To be honest, I'm not sure I can pick one, they're pretty much all gorgeous. I'll go with the last couple I visited – when we were allowed to go anywhere. I visited Portsoy and Pennan. I loved the harbour at Portsoy, and I insisted we go to Pennan because of Local Hero, so I could take pictures for my mum. It was beautiful, even without the proper phone box!



The new V&A in Dundee is amazing, inside and out – their recent gaming exhibition was great. I love a visit to the Transport Museum in Glasgow (now Riverside Museum) – it's a striking building and I love the old cobbled street inside. Culzean Castle's great too – I went as a Wicker Man fan first, but I've been back a few times. The way it sits on the rocks, perched on a cliff edge is spectacular, and it has a second-hand bookshop in the gardens, which is bliss for me.


I should probably choose a record shop, but in all honesty I have to say Forbidden Planet in Glasgow. I've been going there for 30-odd years – I think I was 16 when I first visited the old Buchanan Street shop – and I've always been a bit of a comics geek. The new shop in Sauchiehall Street is amazing, and it's great to see it thrive now that comics are everywhere – although obviously I haven't visited in a wee while, sadly.


I don't think I have a favourite street, but I've always loved the alleyways of Glasgow. When my son was younger, I took him for walks around them and tried to explain why I loved them, but I'm not sure he ever understood. It's the darkness, their danger, the way they can be sinister or sexy – alleys are like the veins of a city, full of blood and secrets. Maybe that sounds a bit dark, but also exciting and seductive to me.


I was more of a tween, but my family had a timeshare holiday apartment, back when they were all the rage. It was Forest Hills Resort in Kinlochard, up in the Trossachs – we lived in Falkirk, and I always thought it was funny that our holiday still had an FK postcode! But I loved it, the lodge was at the foot of a mountain and across from Loch Ard there was a leisure centre with a laserdisc library where you could rent films – I'll never forget the joy of Grease 2. Sometimes I go back for a few days and it’s changed a lot – the helipad's gone! – but it's still gorgeous round there.



I'm afraid to say I don't do much of either – I have lifelong ankle trouble and I can't ride a bike, I never learned. I am occasionally dragged along on family walks, though – we have family in the Borders, near Romanno Bridge, and they can sometimes convince me to venture through local woodland. I'm happier on flat concrete – a walk along the Clyde on a nice day's enough for me.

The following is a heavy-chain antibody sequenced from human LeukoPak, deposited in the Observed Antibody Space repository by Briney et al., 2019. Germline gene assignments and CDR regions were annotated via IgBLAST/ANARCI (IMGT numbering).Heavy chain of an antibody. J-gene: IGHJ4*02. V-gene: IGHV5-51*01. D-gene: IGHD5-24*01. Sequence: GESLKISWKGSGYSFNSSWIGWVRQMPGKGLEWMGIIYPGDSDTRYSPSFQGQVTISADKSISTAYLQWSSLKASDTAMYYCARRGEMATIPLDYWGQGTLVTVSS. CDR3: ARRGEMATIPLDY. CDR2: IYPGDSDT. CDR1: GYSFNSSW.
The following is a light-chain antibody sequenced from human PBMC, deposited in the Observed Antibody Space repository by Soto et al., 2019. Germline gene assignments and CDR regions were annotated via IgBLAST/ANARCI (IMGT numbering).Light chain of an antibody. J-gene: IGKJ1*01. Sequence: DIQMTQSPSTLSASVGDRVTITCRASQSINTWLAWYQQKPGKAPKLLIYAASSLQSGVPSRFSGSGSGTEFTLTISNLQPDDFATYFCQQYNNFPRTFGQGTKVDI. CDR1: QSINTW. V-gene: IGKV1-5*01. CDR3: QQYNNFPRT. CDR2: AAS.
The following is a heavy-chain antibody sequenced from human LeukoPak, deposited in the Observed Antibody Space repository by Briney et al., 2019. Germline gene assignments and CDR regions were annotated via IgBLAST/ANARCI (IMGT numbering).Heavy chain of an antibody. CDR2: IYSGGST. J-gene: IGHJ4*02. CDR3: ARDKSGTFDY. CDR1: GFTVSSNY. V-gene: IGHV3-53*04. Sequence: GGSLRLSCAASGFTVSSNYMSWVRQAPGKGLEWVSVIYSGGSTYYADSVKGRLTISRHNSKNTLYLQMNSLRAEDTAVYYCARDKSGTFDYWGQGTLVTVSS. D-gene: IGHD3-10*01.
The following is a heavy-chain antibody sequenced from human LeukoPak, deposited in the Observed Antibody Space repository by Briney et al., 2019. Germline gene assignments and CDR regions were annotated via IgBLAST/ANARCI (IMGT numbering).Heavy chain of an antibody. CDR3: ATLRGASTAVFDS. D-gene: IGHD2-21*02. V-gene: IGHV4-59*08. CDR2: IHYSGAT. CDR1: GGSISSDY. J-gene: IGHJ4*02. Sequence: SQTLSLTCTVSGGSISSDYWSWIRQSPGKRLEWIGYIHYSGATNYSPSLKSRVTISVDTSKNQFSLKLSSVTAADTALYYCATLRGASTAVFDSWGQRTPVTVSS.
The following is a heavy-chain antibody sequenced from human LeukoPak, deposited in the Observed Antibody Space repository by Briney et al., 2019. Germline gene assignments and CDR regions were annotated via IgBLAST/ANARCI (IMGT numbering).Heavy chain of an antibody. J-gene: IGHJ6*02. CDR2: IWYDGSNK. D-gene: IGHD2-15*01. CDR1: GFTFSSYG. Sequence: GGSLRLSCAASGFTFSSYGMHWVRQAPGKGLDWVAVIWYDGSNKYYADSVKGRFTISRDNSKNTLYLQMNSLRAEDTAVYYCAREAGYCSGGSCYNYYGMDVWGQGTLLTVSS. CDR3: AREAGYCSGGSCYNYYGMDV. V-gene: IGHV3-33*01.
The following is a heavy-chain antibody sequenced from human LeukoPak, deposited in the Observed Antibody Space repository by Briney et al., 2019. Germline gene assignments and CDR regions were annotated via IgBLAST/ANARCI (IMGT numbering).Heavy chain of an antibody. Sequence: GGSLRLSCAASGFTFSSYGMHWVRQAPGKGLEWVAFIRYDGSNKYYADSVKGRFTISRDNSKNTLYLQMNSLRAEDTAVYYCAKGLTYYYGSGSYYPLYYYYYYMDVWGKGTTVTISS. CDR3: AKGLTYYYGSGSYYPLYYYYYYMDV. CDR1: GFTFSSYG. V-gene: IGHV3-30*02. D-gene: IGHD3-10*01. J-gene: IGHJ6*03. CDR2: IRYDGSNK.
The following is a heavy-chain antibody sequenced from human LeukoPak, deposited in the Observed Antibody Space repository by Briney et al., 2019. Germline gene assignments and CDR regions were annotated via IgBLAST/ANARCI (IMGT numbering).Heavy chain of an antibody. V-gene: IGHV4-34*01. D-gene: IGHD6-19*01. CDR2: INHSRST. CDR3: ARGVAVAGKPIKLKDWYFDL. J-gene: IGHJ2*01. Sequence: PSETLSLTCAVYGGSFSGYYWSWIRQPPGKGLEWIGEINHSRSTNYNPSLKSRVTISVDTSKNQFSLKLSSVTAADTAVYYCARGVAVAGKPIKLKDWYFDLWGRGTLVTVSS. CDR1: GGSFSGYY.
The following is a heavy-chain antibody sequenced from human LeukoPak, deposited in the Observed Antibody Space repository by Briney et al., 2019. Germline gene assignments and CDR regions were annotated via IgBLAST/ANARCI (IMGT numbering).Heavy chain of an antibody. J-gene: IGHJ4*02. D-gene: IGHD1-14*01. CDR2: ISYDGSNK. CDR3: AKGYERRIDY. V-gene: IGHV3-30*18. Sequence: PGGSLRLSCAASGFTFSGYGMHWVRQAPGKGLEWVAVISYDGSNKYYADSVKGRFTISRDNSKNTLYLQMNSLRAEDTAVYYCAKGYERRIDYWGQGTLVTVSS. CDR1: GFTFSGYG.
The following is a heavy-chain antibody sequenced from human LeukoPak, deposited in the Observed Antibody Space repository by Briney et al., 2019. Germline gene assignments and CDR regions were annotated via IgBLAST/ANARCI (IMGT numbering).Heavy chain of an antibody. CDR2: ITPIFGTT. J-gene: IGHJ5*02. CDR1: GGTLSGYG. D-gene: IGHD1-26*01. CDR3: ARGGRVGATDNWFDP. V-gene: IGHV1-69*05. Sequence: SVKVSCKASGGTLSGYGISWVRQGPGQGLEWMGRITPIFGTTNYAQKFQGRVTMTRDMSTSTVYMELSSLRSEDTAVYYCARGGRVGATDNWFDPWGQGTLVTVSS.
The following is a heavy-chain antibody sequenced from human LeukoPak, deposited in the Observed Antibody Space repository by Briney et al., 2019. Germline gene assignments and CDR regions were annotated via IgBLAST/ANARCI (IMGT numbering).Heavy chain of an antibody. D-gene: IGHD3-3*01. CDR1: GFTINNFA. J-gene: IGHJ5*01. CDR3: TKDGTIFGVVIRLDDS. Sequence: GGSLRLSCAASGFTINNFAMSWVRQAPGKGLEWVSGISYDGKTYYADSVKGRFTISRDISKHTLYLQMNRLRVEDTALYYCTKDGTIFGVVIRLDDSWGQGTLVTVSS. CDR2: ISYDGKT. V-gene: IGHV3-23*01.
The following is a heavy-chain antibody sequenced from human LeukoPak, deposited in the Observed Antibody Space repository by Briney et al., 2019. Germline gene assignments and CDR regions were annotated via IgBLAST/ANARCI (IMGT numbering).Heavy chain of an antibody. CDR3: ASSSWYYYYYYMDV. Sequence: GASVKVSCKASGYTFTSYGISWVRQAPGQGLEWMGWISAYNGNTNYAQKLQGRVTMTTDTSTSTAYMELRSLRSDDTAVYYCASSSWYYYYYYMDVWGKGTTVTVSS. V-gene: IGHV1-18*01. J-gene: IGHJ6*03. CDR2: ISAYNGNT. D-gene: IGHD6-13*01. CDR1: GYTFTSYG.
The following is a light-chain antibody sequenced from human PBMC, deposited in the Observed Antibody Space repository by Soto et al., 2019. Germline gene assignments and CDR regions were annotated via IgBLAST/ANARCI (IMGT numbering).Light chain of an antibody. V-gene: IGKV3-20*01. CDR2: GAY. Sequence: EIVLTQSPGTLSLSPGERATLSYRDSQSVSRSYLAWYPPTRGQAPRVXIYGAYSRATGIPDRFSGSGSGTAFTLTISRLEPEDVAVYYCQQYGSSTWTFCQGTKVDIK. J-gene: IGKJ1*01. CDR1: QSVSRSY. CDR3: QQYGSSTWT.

Maybe the lockdowns have sparked a bit of nostalgia, but I've always loved the view of Glasgow from the Kingston Bridge shortly before dawn, in a taxi on the way home after a night out – looking back, of course. And the best view of the city's on the new M74 road when you come in that way – it's a shame it's not the main road in for tourists, it's the only road with a full view of the city centre in all its glory. Scotland has an abundance of natural beauty, of course, but I get just as excited by the city lights at night.


This might sound odd, but I'd say Glasgow Airport. I travel a lot – or at least I used to – and I find the best place for solitude to be airports and train stations. I really enjoy travelling alone, and it's something I obviously miss a lot right now, but there's something I love about being alone in among all those other people, sitting around waiting for our gates to come up. I always plan with an hour to spare, so I usually have more time to myself. I could quite happily wander around the airport all day even without a flight to catch, but I don't think that's allowed!


I've never had much of a sweet tooth, but I love those new bitesize Caramel Logs that Tunnock’s do. Impossible to have just one of those. And I haven't been in a long time, but The Wee Hurrie on Troon harbour used to do a monkfish supper that was amazing. And, at the risk of being ejected and banished from Glasgow, I really like salt and sauce on my chips. In my defence, I'm from Falkirk, and Lemetti's in Camelon did sauce. That was my local chippy, and I used to go there for lunch when I was at Falkirk High.


I don't really drink tea or coffee that often, so can I choose a pub instead? You can have a tea, and I'll have a pint. At this point, I'll happily go anywhere that's open!

As Days Get Dark, the new album by Arab Strap, is now available on Rock Action Records